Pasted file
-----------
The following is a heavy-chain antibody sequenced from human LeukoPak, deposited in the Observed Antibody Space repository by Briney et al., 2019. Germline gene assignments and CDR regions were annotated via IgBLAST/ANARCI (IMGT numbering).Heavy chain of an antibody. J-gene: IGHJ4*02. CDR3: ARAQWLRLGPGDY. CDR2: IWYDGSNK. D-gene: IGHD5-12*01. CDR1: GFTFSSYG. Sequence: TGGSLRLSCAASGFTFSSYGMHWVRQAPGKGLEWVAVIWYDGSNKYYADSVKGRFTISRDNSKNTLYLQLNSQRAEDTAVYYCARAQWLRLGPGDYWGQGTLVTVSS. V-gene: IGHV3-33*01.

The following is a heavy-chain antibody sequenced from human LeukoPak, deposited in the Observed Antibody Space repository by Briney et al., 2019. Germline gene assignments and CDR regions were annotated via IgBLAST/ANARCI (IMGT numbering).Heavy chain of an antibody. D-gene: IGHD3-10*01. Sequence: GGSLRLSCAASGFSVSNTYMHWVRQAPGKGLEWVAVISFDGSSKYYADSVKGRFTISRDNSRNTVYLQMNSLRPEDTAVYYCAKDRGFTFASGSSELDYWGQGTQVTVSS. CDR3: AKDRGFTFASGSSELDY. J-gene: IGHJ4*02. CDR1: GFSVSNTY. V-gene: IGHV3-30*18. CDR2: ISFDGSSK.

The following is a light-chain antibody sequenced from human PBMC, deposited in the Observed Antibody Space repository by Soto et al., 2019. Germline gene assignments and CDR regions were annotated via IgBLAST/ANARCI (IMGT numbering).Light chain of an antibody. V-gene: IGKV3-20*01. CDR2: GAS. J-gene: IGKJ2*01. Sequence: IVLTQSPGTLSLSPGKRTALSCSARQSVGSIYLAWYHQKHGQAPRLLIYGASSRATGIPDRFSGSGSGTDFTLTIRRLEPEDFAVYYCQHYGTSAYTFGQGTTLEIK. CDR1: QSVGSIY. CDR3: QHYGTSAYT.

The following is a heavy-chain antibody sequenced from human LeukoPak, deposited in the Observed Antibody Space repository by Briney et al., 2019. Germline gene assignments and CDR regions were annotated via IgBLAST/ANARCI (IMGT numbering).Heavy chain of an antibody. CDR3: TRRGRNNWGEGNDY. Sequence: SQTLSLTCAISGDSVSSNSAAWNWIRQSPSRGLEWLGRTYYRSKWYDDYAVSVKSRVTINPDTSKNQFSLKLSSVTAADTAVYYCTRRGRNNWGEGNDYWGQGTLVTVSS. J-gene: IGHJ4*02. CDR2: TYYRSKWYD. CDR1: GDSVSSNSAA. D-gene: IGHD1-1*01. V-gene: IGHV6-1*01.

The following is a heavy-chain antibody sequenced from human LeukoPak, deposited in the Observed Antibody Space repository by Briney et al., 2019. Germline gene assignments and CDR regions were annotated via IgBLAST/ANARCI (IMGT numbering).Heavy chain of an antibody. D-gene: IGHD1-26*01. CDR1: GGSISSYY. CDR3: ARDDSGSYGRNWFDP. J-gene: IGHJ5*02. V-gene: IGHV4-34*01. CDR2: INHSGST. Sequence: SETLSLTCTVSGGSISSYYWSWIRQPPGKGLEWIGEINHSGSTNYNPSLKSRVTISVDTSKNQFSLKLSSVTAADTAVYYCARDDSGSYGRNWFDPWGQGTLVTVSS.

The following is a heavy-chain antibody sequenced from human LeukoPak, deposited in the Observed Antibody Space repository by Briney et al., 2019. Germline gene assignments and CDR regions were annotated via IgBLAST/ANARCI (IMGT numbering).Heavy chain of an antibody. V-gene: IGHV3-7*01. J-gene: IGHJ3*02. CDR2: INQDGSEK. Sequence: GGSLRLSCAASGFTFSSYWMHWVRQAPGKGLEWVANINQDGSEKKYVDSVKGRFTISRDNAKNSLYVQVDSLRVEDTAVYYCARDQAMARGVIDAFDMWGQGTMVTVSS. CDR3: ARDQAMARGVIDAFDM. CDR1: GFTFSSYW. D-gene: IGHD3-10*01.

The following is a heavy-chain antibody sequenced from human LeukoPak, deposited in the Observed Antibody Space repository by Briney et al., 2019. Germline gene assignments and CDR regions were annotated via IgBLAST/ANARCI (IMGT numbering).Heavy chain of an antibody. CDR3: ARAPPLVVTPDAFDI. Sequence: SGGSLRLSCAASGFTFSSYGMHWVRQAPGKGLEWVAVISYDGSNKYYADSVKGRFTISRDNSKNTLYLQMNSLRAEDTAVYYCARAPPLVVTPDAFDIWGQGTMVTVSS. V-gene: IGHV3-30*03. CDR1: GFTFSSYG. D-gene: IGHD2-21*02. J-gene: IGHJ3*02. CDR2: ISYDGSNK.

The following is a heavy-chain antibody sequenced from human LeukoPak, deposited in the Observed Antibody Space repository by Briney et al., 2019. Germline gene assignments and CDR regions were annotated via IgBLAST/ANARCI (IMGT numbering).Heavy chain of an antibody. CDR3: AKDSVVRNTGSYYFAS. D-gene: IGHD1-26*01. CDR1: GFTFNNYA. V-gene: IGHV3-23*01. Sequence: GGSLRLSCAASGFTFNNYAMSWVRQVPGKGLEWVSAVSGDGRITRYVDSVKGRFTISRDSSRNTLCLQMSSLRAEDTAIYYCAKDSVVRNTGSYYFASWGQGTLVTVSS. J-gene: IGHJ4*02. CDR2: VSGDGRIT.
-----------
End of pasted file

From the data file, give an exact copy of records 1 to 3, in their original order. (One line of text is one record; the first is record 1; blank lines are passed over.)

The following is a heavy-chain antibody sequenced from human LeukoPak, deposited in the Observed Antibody Space repository by Briney et al., 2019. Germline gene assignments and CDR regions were annotated via IgBLAST/ANARCI (IMGT numbering).Heavy chain of an antibody. J-gene: IGHJ4*02. CDR3: ARAQWLRLGPGDY. CDR2: IWYDGSNK. D-gene: IGHD5-12*01. CDR1: GFTFSSYG. Sequence: TGGSLRLSCAASGFTFSSYGMHWVRQAPGKGLEWVAVIWYDGSNKYYADSVKGRFTISRDNSKNTLYLQLNSQRAEDTAVYYCARAQWLRLGPGDYWGQGTLVTVSS. V-gene: IGHV3-33*01.

The following is a heavy-chain antibody sequenced from human LeukoPak, deposited in the Observed Antibody Space repository by Briney et al., 2019. Germline gene assignments and CDR regions were annotated via IgBLAST/ANARCI (IMGT numbering).Heavy chain of an antibody. D-gene: IGHD3-10*01. Sequence: GGSLRLSCAASGFSVSNTYMHWVRQAPGKGLEWVAVISFDGSSKYYADSVKGRFTISRDNSRNTVYLQMNSLRPEDTAVYYCAKDRGFTFASGSSELDYWGQGTQVTVSS. CDR3: AKDRGFTFASGSSELDY. J-gene: IGHJ4*02. CDR1: GFSVSNTY. V-gene: IGHV3-30*18. CDR2: ISFDGSSK.

The following is a light-chain antibody sequenced from human PBMC, deposited in the Observed Antibody Space repository by Soto et al., 2019. Germline gene assignments and CDR regions were annotated via IgBLAST/ANARCI (IMGT numbering).Light chain of an antibody. V-gene: IGKV3-20*01. CDR2: GAS. J-gene: IGKJ2*01. Sequence: IVLTQSPGTLSLSPGKRTALSCSARQSVGSIYLAWYHQKHGQAPRLLIYGASSRATGIPDRFSGSGSGTDFTLTIRRLEPEDFAVYYCQHYGTSAYTFGQGTTLEIK. CDR1: QSVGSIY. CDR3: QHYGTSAYT.